by Dan Burrows | March 28, 2013 8:53 am
If this year is anything like the last three years, get ready for the market to stumble — or even hit a full-blown correction — at some point in the second quarter.
Of course, it’s not a foregone conclusion. The U.S. economy certainly looks to be in better shape this time around. The job market is getting better, as hiring is picking up and the unemployment rate is slowly trending down.
That’s partly due to an accelerating housing market, including large increases in housing permits, new construction, better sales of existing homes and rising prices.
But Cyprus is throwing the eurozone into crisis once more, there are still recessionary conditions across much of Europe and China continues to suffer an ongoing slowdown. With these all weighing on global growth and investors’ psyches … well … it could be déjà vu all over again when it comes to a spring and summer market swoon.
Forget about “Sell in May and Go Away.” Since 2010, it’s been best to get out of the stock market at the beginning of the second quarter.
Have a look at this three-year chart of the S&P 500, courtesy of S&P Capital IQ, and you’ll see that things always seem to fall apart right about now:
As Jurrien Timmer, co-manager of the Fidelity Global Strategies Fund (MUTF:FDYSX) notes in some recent commentary:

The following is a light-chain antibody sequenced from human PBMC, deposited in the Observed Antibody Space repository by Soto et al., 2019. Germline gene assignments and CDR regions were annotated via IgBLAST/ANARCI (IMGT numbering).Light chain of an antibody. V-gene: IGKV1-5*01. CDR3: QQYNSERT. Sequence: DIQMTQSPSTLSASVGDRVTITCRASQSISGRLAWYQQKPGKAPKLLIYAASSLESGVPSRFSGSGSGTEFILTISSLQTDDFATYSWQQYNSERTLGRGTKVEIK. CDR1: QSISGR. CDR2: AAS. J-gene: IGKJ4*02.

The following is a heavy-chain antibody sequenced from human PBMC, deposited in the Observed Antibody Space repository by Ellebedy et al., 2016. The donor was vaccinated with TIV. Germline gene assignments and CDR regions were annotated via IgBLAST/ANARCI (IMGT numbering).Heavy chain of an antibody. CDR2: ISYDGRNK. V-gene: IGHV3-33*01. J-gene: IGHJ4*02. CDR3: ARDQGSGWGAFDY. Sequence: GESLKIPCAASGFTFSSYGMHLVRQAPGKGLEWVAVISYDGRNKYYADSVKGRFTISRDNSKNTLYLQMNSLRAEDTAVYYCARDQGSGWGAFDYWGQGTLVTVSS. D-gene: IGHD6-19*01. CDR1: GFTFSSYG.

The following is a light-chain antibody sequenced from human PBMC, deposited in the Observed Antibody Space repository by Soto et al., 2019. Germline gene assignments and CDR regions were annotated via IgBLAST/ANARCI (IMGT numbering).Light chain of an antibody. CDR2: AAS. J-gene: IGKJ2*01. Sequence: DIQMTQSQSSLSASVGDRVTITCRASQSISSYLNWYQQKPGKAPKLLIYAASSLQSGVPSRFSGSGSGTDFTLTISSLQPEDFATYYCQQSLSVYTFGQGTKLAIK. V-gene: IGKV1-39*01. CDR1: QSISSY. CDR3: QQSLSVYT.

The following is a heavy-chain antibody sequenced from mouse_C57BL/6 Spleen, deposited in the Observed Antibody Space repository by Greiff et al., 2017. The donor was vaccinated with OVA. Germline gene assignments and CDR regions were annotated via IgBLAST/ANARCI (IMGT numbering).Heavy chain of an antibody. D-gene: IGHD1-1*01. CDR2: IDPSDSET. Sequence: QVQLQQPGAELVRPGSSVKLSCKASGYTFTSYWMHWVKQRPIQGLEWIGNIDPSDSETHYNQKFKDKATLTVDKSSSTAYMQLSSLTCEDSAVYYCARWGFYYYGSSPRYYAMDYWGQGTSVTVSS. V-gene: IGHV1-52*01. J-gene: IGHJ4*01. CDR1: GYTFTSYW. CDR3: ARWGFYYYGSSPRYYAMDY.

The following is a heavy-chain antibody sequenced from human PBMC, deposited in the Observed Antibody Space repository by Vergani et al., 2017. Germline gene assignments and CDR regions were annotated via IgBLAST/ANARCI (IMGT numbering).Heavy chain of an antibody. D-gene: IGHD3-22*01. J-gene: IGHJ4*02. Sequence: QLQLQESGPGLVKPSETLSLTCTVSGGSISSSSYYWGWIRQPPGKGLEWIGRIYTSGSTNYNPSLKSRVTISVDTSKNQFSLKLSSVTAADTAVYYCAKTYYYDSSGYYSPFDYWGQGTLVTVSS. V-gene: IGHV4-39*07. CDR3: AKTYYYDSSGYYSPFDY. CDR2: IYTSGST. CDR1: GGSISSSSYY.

Now, everyone is saying that the four most dangerous words in investing are “This time it’s different.” Still, there are a bunch of fundamental differences this year — as we mentioned briefly — that support more upside for stocks in the second quarter.
Among a long list of good news for the bulls, Liz Ann Sonders, chief investment strategist at Charles Schwab (NYSE:SCHW), notes the following market tailwinds:
Fortunately, whatever the market does in the second-quarter, it’s pretty easy to prepare for it.
If you’re a tactical investor who doesn’t mind racking up trading fees and capital gains taxes, just tighten up those stop-loss orders — and don’t be afraid of getting stopped out.
If you’re a long-term investor? Relax. If you’re dollar-cost averaging into equities — like through a 401(k) plan — well, a market swoon just means you’ll be buying good stocks at ever-cheaper prices.
Don’t forget: We had serious corrections in each of the last three years — and they were all followed by powerful rallies into year-end and beyond.
As of this writing, Dan Burrows didn’t hold positions in any of the aforementioned securities.
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